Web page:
Steering remarks (damn lot of positive just for steering):

The MacPherson strut (fore)/ multi-link (aft) arrangement ... improves steering response.
Mazda says its electrically assisted rack and pinion steering arrangement is tuned to deliver sharper response at low-to-medium speeds and milder response at higher speeds. The upshot is fewer turns when maneuvering around town. On the open road torque feedback is increased with the amount of steering angle to bolster feel. CX-5 offers a turning circle of 11.2 metres.
It only took a couple of kilometres to realise Mazda had pulled out all stops with the CX-5. It feels immediately familiar and responsive to input.
Steering the CX-5 is a pleasure. The car is easy to place and the rack quick enough to allow the driver more chance to enjoy the breadth of handling available.
Turn-in is sharp, the car settling to the rear, while tending to modest oversteer only when backing off the throttle mid-corner. Even in front-wheel drive variants we never found ourselves short of control.

Petrol Engine/Auto Transmission:

The downside to all this “Zoom Zoom”, as Mazda would put it, is that the car ultimately wants for more torque. The engine, whilst smooth and happy to rev, just doesn’t offer enough gumption for hilly highway cruising, and it can struggle with overtaking maneuvres. That said, the car is reasonably peppy around town, with the SKYACTIV transmission making short work of sub-80km/h speeds. The auto transmission itself is an interesting piece of kit. It offers velvety shifts and speedy take up from a standing start. While always ready to downshift to maintain pace, on occasion it feels too eager to upshift, perhaps in a bid to conserve fuel.

Diesel: Nothing said - it's a short update

Sydney Morning Herald

http://smh.drive.com.au/motor-news/first-drive-mazda-cx5-diesel-20120321-1vimc.html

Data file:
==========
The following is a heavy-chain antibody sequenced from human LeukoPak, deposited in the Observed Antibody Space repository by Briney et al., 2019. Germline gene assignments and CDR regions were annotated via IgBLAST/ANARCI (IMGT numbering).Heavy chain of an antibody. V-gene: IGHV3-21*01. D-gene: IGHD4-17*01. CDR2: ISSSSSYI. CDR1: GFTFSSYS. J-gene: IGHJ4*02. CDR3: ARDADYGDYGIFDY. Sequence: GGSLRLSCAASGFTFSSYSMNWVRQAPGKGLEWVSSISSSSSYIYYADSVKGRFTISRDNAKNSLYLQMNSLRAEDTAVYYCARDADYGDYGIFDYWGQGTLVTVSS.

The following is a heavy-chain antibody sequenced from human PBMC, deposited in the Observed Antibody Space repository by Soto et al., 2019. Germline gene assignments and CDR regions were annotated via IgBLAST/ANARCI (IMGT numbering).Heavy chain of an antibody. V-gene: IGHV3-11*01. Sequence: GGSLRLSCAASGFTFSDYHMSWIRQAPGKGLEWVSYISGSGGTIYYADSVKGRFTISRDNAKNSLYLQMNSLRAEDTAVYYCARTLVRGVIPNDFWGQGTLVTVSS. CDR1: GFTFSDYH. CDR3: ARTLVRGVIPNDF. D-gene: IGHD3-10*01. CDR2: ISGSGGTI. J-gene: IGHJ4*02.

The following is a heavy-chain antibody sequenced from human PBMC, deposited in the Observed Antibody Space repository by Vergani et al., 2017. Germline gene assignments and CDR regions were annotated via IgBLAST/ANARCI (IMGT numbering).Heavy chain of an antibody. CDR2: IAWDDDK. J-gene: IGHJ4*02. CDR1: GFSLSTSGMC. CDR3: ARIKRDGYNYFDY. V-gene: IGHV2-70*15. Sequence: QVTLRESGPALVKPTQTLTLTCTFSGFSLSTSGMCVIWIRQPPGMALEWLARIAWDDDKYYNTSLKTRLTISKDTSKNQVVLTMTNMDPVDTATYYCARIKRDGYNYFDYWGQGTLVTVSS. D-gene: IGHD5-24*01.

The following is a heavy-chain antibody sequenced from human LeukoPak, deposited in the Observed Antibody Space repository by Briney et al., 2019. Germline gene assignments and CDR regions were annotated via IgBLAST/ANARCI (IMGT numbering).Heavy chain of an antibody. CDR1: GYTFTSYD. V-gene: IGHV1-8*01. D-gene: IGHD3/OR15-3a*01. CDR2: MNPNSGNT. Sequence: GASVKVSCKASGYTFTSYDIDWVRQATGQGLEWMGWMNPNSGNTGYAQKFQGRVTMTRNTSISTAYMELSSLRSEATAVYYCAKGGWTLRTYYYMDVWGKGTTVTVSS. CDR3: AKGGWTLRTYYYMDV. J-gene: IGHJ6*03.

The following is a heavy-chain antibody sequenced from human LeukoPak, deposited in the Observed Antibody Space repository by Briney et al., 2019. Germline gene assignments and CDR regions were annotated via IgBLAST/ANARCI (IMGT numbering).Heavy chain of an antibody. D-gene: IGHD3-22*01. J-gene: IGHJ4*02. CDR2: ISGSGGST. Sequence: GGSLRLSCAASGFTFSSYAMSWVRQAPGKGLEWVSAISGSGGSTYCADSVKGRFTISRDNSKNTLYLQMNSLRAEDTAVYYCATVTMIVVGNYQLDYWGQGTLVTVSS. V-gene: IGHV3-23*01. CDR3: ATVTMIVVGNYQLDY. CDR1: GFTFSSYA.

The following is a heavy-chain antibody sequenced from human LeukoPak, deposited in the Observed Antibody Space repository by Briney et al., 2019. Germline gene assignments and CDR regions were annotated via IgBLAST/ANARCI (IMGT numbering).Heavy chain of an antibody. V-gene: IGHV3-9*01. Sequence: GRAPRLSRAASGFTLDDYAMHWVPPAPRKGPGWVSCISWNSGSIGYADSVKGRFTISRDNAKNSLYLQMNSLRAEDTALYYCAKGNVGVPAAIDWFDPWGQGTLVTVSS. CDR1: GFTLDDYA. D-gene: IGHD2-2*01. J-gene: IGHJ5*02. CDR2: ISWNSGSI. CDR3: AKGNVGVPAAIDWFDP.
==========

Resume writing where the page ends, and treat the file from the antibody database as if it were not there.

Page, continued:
Petrol review: http://news.drive.com.au/drive/small-business-20120301-1u4fd.html

Steering remarks:

The steering has decent feel around town, although loads up a bit strangely to become heavy and then light while cornering on fast, sweeping bends.
Steering is sharp and communicative when needed but relaxed on the freeway and devoid of kickback on the rough stuff.

Petrol Engine/Auto Transmission:

Less impressive is the performance of the 2.0-litre petrol engine.... acceleration is adequate rather than outstanding. The engine feels refined and revs freely but lacks low-down torque, which means overtaking manoeuvres need to be planned. The six-speed automatic shifts smoothly but is too eager to change up a gear, which means you can find yourself needing the transmission to kick down to a lower gear more often than you'd like.

Diesel Engine/Auto Transmission:

The slightly higher power figure for the diesel engine may not look like much, but it's that torque figure - with most of it available just off idle - that sets the two apart.
It's just a little grumbly off idle, though, when you give the throttle a decent shove, but otherwise most owners will never notice it's a diesel until the engine gains a traditional, although surprisingly muted, growl higher in the rev range.
They won't notice it at the traffic lights, either. Stomp the throttle, and the Skyactiv-D launches the CX-5 away from a standing start with no noticeable hesitation - unless the engine is temporarily stopped by the clever "i-stop" stop-start system that saves fuel while the car isn't moving - and builds speed quickly.
...the six-speed automatic transmission is clever enough to hold gears on steep climbs, letting revs fall below 1200rpm and making the most of the deep well of pulling power before jumping down a cog, or snatching a lower gear on a long, steep descent to provide some engine braking.

inodes
03-21-2012, 12:17 AM
Um, mate, I'm worried about it.

Well, we're informed now about US prices. But generally speaking, Australians can afford a lot more than their US counterparts purely on the basis of currency and economy.